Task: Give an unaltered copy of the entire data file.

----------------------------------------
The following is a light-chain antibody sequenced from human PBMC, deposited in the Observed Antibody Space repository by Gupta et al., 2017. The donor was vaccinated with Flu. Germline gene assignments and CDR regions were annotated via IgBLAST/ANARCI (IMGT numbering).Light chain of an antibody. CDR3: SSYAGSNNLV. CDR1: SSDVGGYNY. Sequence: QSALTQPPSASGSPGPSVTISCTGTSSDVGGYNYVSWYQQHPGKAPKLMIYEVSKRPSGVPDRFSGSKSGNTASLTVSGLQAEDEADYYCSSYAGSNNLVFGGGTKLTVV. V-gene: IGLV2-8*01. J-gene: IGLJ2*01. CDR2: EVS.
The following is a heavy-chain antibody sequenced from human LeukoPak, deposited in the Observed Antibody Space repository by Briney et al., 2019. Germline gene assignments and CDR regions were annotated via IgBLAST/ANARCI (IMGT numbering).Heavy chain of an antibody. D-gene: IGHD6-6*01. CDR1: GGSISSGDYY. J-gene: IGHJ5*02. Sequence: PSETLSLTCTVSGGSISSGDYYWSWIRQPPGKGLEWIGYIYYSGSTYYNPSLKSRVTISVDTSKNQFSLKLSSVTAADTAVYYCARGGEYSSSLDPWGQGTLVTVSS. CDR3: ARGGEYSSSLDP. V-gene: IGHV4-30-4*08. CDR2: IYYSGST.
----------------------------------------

The following is a light-chain antibody sequenced from human PBMC, deposited in the Observed Antibody Space repository by Gupta et al., 2017. The donor was vaccinated with Flu. Germline gene assignments and CDR regions were annotated via IgBLAST/ANARCI (IMGT numbering).Light chain of an antibody. CDR3: SSYAGSNNLV. CDR1: SSDVGGYNY. Sequence: QSALTQPPSASGSPGPSVTISCTGTSSDVGGYNYVSWYQQHPGKAPKLMIYEVSKRPSGVPDRFSGSKSGNTASLTVSGLQAEDEADYYCSSYAGSNNLVFGGGTKLTVV. V-gene: IGLV2-8*01. J-gene: IGLJ2*01. CDR2: EVS.
The following is a heavy-chain antibody sequenced from human LeukoPak, deposited in the Observed Antibody Space repository by Briney et al., 2019. Germline gene assignments and CDR regions were annotated via IgBLAST/ANARCI (IMGT numbering).Heavy chain of an antibody. D-gene: IGHD6-6*01. CDR1: GGSISSGDYY. J-gene: IGHJ5*02. Sequence: PSETLSLTCTVSGGSISSGDYYWSWIRQPPGKGLEWIGYIYYSGSTYYNPSLKSRVTISVDTSKNQFSLKLSSVTAADTAVYYCARGGEYSSSLDPWGQGTLVTVSS. CDR3: ARGGEYSSSLDP. V-gene: IGHV4-30-4*08. CDR2: IYYSGST.